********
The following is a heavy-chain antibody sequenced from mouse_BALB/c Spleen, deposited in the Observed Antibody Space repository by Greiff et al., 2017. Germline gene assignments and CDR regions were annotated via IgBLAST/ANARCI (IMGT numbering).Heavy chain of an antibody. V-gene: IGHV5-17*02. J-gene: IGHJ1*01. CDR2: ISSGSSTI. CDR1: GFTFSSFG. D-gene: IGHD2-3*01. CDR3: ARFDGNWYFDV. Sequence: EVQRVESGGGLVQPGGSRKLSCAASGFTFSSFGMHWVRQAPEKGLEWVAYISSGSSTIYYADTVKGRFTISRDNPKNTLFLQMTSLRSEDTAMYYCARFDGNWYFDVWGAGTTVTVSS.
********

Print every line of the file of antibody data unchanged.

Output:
The following is a heavy-chain antibody sequenced from mouse_BALB/c Spleen, deposited in the Observed Antibody Space repository by Greiff et al., 2017. Germline gene assignments and CDR regions were annotated via IgBLAST/ANARCI (IMGT numbering).Heavy chain of an antibody. V-gene: IGHV5-17*02. J-gene: IGHJ1*01. CDR2: ISSGSSTI. CDR1: GFTFSSFG. D-gene: IGHD2-3*01. CDR3: ARFDGNWYFDV. Sequence: EVQRVESGGGLVQPGGSRKLSCAASGFTFSSFGMHWVRQAPEKGLEWVAYISSGSSTIYYADTVKGRFTISRDNPKNTLFLQMTSLRSEDTAMYYCARFDGNWYFDVWGAGTTVTVSS.